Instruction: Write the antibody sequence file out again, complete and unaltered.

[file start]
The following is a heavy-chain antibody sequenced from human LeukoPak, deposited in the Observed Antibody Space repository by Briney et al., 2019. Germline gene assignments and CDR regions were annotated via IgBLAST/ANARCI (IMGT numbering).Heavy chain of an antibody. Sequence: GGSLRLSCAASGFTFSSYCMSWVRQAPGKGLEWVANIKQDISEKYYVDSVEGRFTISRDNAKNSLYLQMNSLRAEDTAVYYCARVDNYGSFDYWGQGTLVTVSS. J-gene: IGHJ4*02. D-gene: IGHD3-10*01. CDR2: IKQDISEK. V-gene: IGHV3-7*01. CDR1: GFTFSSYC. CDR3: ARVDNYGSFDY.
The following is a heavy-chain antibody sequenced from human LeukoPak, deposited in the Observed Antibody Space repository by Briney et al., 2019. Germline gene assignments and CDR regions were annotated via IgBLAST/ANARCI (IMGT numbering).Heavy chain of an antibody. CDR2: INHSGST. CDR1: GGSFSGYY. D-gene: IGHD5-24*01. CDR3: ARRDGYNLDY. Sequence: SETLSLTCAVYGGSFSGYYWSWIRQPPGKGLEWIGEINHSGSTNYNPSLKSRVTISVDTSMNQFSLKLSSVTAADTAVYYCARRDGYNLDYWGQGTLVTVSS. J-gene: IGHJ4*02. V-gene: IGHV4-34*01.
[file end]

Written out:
The following is a heavy-chain antibody sequenced from human LeukoPak, deposited in the Observed Antibody Space repository by Briney et al., 2019. Germline gene assignments and CDR regions were annotated via IgBLAST/ANARCI (IMGT numbering).Heavy chain of an antibody. Sequence: GGSLRLSCAASGFTFSSYCMSWVRQAPGKGLEWVANIKQDISEKYYVDSVEGRFTISRDNAKNSLYLQMNSLRAEDTAVYYCARVDNYGSFDYWGQGTLVTVSS. J-gene: IGHJ4*02. D-gene: IGHD3-10*01. CDR2: IKQDISEK. V-gene: IGHV3-7*01. CDR1: GFTFSSYC. CDR3: ARVDNYGSFDY.
The following is a heavy-chain antibody sequenced from human LeukoPak, deposited in the Observed Antibody Space repository by Briney et al., 2019. Germline gene assignments and CDR regions were annotated via IgBLAST/ANARCI (IMGT numbering).Heavy chain of an antibody. CDR2: INHSGST. CDR1: GGSFSGYY. D-gene: IGHD5-24*01. CDR3: ARRDGYNLDY. Sequence: SETLSLTCAVYGGSFSGYYWSWIRQPPGKGLEWIGEINHSGSTNYNPSLKSRVTISVDTSMNQFSLKLSSVTAADTAVYYCARRDGYNLDYWGQGTLVTVSS. J-gene: IGHJ4*02. V-gene: IGHV4-34*01.